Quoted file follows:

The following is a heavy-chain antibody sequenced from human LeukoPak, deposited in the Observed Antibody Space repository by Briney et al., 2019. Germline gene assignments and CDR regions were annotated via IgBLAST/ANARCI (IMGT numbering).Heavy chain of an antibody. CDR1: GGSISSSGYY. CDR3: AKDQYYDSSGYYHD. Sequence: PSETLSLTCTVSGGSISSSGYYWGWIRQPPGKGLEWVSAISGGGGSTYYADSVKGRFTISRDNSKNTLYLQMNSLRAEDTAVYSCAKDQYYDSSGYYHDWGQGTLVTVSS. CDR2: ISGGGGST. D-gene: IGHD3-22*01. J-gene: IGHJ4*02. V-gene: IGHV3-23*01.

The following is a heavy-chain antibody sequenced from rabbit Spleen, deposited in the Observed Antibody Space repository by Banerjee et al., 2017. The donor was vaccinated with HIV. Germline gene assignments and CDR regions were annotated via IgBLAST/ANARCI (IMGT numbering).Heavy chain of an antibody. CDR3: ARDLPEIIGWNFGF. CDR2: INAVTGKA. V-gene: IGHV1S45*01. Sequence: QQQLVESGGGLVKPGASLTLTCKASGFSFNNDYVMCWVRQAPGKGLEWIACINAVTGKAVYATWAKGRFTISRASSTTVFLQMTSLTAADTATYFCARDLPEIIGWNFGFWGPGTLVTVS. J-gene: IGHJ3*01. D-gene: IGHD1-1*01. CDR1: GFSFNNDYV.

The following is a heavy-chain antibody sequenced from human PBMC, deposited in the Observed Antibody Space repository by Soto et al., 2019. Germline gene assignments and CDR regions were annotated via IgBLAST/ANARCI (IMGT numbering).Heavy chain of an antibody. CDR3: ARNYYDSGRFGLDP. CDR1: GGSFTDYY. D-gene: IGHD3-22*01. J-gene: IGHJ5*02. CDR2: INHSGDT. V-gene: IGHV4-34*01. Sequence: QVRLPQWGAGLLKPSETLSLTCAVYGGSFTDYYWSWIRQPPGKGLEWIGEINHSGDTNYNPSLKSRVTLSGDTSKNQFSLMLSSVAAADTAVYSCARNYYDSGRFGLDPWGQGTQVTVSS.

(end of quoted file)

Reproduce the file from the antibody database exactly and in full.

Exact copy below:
The following is a heavy-chain antibody sequenced from human LeukoPak, deposited in the Observed Antibody Space repository by Briney et al., 2019. Germline gene assignments and CDR regions were annotated via IgBLAST/ANARCI (IMGT numbering).Heavy chain of an antibody. CDR1: GGSISSSGYY. CDR3: AKDQYYDSSGYYHD. Sequence: PSETLSLTCTVSGGSISSSGYYWGWIRQPPGKGLEWVSAISGGGGSTYYADSVKGRFTISRDNSKNTLYLQMNSLRAEDTAVYSCAKDQYYDSSGYYHDWGQGTLVTVSS. CDR2: ISGGGGST. D-gene: IGHD3-22*01. J-gene: IGHJ4*02. V-gene: IGHV3-23*01.

The following is a heavy-chain antibody sequenced from rabbit Spleen, deposited in the Observed Antibody Space repository by Banerjee et al., 2017. The donor was vaccinated with HIV. Germline gene assignments and CDR regions were annotated via IgBLAST/ANARCI (IMGT numbering).Heavy chain of an antibody. CDR3: ARDLPEIIGWNFGF. CDR2: INAVTGKA. V-gene: IGHV1S45*01. Sequence: QQQLVESGGGLVKPGASLTLTCKASGFSFNNDYVMCWVRQAPGKGLEWIACINAVTGKAVYATWAKGRFTISRASSTTVFLQMTSLTAADTATYFCARDLPEIIGWNFGFWGPGTLVTVS. J-gene: IGHJ3*01. D-gene: IGHD1-1*01. CDR1: GFSFNNDYV.

The following is a heavy-chain antibody sequenced from human PBMC, deposited in the Observed Antibody Space repository by Soto et al., 2019. Germline gene assignments and CDR regions were annotated via IgBLAST/ANARCI (IMGT numbering).Heavy chain of an antibody. CDR3: ARNYYDSGRFGLDP. CDR1: GGSFTDYY. D-gene: IGHD3-22*01. J-gene: IGHJ5*02. CDR2: INHSGDT. V-gene: IGHV4-34*01. Sequence: QVRLPQWGAGLLKPSETLSLTCAVYGGSFTDYYWSWIRQPPGKGLEWIGEINHSGDTNYNPSLKSRVTLSGDTSKNQFSLMLSSVAAADTAVYSCARNYYDSGRFGLDPWGQGTQVTVSS.